Morgan Stanley estimates the average homebuyer spends $2,000 to $3,000 on home improvements in the first 18 months after a move.
And while some industry watchers expect Home Depot and Lowe’s to benefit from “cocooning,” or people staying home more and deciding to fix things up as a result, others are skeptical. “I’m not so sure that is going to happen this time around, given the state of the economy and the state of the housing market and consumer sentiment and the job losses,” Rutherford said.
“There’s not a lot of discretionary income around,” Fisher said.
Projects that homeowners are undertaking are generally smaller – painting or changing light fixtures. The boom days of many $30,000 kitchen renovations are unlikely to return anytime soon – if ever, some money managers say.
“These stocks may be good two or three years out, but I don’t see it happening in the near term,” Rutherford said.
He and other industry watchers also worry that industry profit margins won’t rebound to housing-boom levels, even once the housing market recovers.
Both Home Depot and Lowe’s are pulling back on store growth, which means they may increasingly find it harder to leverage expenses even as their stores mature. Citi expects Home Depot to slow store growth in 2009 even more than the company has outlined. The firm recently cut its new store estimates, saying it expects 15 new stores in 2009 and in 2010, rather than the 30 to 50 estimated earlier based on Home Depot’s long-term guidance.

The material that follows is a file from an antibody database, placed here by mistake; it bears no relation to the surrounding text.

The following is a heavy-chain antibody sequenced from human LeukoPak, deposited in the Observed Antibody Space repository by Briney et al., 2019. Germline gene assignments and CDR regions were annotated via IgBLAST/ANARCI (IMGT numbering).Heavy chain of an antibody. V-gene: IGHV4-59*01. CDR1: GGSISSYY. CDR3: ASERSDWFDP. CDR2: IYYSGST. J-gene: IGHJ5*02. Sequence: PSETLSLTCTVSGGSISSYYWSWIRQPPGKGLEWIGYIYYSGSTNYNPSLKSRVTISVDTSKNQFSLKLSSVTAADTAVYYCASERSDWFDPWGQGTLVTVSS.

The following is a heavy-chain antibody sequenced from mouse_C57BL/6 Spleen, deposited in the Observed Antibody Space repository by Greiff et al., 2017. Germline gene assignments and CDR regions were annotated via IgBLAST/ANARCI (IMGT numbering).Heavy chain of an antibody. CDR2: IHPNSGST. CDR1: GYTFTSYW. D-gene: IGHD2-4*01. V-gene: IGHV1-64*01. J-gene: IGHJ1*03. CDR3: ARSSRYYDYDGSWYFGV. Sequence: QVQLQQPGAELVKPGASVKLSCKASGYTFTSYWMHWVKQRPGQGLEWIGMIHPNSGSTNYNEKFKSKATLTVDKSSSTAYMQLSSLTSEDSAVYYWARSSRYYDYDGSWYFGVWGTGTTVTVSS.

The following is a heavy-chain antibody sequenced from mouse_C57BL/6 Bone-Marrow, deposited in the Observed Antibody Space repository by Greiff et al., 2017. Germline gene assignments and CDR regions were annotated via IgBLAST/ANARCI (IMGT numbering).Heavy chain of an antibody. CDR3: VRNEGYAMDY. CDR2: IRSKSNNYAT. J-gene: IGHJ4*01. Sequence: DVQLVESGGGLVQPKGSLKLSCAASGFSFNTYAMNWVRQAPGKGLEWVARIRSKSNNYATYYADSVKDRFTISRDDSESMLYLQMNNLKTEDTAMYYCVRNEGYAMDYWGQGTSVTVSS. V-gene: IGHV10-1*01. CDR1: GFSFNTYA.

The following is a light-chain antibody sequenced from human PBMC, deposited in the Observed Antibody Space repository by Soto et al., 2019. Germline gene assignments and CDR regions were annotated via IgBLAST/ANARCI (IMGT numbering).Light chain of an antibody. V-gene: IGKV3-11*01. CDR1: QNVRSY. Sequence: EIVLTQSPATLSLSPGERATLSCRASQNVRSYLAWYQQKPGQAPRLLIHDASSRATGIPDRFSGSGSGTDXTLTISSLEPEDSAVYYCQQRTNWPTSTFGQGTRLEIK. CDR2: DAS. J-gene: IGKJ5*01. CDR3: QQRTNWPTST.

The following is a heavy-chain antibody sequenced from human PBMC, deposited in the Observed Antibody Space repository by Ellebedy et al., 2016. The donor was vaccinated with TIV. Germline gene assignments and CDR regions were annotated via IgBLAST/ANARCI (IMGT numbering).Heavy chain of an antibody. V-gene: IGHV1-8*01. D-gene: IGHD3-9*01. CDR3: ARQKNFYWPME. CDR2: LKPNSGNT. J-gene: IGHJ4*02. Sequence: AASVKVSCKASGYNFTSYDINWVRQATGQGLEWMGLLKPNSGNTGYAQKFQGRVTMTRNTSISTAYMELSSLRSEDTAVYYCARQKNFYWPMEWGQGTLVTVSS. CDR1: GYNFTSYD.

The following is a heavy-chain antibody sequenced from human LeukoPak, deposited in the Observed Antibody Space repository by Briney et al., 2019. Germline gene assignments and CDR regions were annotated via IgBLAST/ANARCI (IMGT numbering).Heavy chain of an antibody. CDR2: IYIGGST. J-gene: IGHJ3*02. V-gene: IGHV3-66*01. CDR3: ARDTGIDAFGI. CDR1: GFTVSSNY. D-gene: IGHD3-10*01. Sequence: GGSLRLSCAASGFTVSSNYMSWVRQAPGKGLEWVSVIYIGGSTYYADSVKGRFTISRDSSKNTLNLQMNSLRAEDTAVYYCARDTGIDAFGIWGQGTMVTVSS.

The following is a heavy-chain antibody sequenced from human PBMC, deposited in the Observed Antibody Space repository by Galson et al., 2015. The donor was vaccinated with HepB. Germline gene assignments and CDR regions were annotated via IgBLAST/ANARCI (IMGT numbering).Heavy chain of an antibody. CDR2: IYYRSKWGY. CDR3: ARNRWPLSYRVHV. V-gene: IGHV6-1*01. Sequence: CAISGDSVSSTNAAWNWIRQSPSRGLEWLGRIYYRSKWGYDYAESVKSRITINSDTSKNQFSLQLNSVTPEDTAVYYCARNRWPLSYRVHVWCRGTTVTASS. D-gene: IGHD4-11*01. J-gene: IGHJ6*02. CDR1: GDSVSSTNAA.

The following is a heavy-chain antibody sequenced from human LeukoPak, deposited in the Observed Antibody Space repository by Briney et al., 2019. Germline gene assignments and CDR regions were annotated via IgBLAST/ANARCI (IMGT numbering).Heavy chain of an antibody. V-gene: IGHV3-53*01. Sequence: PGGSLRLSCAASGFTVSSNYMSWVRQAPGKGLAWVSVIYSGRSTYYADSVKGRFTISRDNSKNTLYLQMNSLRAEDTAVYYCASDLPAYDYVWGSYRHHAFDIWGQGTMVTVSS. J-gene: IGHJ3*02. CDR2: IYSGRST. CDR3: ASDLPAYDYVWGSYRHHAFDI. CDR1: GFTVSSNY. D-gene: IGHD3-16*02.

Cutting back on expansions may not be enough, given the low customer traffic at both chains, Fisher said. “It may not be to the magnitude that other retailing chains have, but they need to go further in reducing their stores,” he said.
(Mary Ellen Lloyd covers home-related retailers from Charlotte for Dow Jones Newswires. She can be reached at 704-371-4033 or by email at email@example.com.)